Liberalism versus Democracy? Schooling Private Citizens in the Public Square
MetadataShow full item record
CitationLevinson, Meira. 1997. Liberalism versus Democracy? Schooling Private Citizens in the Public Square. British Journal of Political Science 27, no. 3: 333-360.
AbstractThis article examines the conflict in political liberalism between the demands placed on education by liberalism and those placed on education by democracy. In so far as the principles of political liberalism entail both that the state not interfere with individuals' private commitments and that it ensure the maintenance of liberal democratic institutions, I suggest that it is rent by an internal tension that poses particular dilemmas for education. This tension is explored through three competing models of the school as a politically liberal institution, expressed in terms of a schematic analysis of three countries' approach to education: England, the United States and France. I argue that while all three countries capture important aspects of the politically liberal educational project, and while the American approach especially successfully and self-consciously addresses the balance between liberalism and democracy in constructing the school as a public square, no model in theory or in practice is able to meet the diverse and competing demands of political liberalism. In so far as any political system is viable only if it is able to maintain itself across generations, however, I conclude that political liberalism fails as a theory in at least one important respect, and that the problem of education thus deserves much deeper attention from liberal political theorists than it has yet enjoyed.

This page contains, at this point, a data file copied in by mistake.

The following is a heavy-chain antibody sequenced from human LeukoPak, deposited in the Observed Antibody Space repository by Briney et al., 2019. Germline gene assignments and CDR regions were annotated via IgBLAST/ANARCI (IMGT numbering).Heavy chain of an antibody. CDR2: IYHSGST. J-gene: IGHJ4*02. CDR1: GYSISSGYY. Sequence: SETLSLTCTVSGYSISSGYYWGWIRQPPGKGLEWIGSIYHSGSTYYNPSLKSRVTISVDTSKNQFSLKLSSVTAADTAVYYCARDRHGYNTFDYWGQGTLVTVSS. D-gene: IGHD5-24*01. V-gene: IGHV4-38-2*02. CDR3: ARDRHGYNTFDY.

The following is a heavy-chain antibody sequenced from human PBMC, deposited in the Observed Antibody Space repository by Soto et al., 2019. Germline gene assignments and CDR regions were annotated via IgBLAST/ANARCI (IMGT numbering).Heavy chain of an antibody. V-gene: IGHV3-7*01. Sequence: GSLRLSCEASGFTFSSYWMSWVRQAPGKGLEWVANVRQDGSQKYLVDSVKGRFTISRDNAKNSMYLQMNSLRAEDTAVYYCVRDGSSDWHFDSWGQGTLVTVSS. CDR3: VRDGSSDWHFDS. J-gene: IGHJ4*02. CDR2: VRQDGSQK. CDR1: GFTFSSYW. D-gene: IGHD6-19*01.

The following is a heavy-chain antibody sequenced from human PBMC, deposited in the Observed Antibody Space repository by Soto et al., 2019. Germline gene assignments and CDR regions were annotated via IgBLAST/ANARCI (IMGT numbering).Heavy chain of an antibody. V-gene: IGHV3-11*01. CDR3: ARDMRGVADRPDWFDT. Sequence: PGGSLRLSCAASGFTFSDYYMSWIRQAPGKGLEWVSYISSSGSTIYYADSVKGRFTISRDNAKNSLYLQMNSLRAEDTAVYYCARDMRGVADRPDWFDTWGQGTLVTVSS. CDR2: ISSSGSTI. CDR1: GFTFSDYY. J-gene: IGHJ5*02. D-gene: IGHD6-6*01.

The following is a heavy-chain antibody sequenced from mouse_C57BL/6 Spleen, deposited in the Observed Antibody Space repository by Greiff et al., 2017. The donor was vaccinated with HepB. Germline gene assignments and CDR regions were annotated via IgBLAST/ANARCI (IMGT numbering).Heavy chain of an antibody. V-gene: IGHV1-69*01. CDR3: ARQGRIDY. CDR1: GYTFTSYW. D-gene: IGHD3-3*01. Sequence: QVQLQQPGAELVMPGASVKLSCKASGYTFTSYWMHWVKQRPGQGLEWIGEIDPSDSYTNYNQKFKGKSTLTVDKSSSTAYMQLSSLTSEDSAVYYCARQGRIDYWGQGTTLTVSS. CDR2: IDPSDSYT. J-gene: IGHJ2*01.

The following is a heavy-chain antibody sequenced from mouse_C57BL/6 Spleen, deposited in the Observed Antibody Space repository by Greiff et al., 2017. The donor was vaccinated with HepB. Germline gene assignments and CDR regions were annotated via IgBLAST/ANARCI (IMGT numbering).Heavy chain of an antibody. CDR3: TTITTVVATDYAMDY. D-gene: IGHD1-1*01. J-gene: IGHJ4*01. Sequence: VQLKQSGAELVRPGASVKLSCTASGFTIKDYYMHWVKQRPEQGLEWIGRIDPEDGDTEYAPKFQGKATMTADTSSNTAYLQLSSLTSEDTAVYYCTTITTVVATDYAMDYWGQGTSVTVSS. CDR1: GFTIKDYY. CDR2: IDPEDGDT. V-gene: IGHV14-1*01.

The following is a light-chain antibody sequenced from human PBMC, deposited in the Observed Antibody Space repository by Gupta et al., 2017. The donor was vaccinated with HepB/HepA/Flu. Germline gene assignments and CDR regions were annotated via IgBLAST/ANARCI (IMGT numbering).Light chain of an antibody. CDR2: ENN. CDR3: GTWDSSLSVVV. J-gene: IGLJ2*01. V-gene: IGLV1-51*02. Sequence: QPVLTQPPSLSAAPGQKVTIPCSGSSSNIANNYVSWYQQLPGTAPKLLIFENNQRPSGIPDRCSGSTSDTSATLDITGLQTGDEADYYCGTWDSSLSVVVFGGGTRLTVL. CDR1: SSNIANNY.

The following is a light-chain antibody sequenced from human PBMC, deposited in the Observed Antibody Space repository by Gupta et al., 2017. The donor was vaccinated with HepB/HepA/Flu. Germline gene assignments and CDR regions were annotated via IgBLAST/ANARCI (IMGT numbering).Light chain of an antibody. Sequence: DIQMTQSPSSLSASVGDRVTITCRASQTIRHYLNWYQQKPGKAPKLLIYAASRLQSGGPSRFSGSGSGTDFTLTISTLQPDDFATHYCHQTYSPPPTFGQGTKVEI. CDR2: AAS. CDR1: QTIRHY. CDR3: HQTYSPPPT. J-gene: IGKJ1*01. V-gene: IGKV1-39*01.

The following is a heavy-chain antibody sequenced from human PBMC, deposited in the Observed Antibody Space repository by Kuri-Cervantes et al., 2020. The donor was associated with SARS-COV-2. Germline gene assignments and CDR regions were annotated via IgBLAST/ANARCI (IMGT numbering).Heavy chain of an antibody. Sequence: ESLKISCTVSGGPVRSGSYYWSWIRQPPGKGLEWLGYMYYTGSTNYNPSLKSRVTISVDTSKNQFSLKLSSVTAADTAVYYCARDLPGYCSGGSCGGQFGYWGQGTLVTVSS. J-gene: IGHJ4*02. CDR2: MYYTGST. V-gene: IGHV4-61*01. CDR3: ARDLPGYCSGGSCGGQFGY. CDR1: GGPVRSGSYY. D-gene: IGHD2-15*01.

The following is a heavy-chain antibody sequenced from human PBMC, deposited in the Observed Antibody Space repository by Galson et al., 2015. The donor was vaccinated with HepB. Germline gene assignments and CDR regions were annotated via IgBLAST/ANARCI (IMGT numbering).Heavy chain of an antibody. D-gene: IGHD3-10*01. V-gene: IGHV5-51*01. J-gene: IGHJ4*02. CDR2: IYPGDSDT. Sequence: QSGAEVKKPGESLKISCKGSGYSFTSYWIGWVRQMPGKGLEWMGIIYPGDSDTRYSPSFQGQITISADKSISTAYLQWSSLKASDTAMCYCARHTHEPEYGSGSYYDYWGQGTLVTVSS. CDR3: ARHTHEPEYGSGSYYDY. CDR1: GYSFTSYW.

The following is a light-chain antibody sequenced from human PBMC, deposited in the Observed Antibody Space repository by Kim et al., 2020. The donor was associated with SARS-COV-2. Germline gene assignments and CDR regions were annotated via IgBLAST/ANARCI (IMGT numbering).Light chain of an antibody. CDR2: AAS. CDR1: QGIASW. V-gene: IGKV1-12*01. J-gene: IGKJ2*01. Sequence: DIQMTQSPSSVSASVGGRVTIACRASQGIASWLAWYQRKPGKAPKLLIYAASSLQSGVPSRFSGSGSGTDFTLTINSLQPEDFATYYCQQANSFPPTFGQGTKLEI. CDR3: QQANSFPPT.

Citable link to this pagehttp://nrs.harvard.edu/urn-3:HUL.InstRepos:8347639
- GSE Scholarly Articles